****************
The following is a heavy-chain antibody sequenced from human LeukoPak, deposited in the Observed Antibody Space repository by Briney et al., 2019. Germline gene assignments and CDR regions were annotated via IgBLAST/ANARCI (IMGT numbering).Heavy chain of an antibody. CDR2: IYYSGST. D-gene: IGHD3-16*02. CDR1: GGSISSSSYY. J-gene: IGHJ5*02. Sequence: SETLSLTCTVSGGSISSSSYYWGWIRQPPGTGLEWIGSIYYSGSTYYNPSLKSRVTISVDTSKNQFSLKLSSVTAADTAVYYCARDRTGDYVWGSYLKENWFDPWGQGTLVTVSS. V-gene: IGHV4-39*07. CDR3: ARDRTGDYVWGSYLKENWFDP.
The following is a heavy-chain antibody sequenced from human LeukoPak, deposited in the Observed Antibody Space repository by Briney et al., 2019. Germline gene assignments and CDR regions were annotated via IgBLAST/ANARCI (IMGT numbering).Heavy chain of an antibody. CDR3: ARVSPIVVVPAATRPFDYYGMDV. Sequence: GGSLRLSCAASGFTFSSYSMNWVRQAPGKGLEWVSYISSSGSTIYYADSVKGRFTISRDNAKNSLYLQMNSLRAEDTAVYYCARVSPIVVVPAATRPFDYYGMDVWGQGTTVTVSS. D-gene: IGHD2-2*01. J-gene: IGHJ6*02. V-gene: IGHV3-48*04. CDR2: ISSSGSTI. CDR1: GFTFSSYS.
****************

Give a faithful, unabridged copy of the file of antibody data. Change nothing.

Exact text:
The following is a heavy-chain antibody sequenced from human LeukoPak, deposited in the Observed Antibody Space repository by Briney et al., 2019. Germline gene assignments and CDR regions were annotated via IgBLAST/ANARCI (IMGT numbering).Heavy chain of an antibody. CDR2: IYYSGST. D-gene: IGHD3-16*02. CDR1: GGSISSSSYY. J-gene: IGHJ5*02. Sequence: SETLSLTCTVSGGSISSSSYYWGWIRQPPGTGLEWIGSIYYSGSTYYNPSLKSRVTISVDTSKNQFSLKLSSVTAADTAVYYCARDRTGDYVWGSYLKENWFDPWGQGTLVTVSS. V-gene: IGHV4-39*07. CDR3: ARDRTGDYVWGSYLKENWFDP.
The following is a heavy-chain antibody sequenced from human LeukoPak, deposited in the Observed Antibody Space repository by Briney et al., 2019. Germline gene assignments and CDR regions were annotated via IgBLAST/ANARCI (IMGT numbering).Heavy chain of an antibody. CDR3: ARVSPIVVVPAATRPFDYYGMDV. Sequence: GGSLRLSCAASGFTFSSYSMNWVRQAPGKGLEWVSYISSSGSTIYYADSVKGRFTISRDNAKNSLYLQMNSLRAEDTAVYYCARVSPIVVVPAATRPFDYYGMDVWGQGTTVTVSS. D-gene: IGHD2-2*01. J-gene: IGHJ6*02. V-gene: IGHV3-48*04. CDR2: ISSSGSTI. CDR1: GFTFSSYS.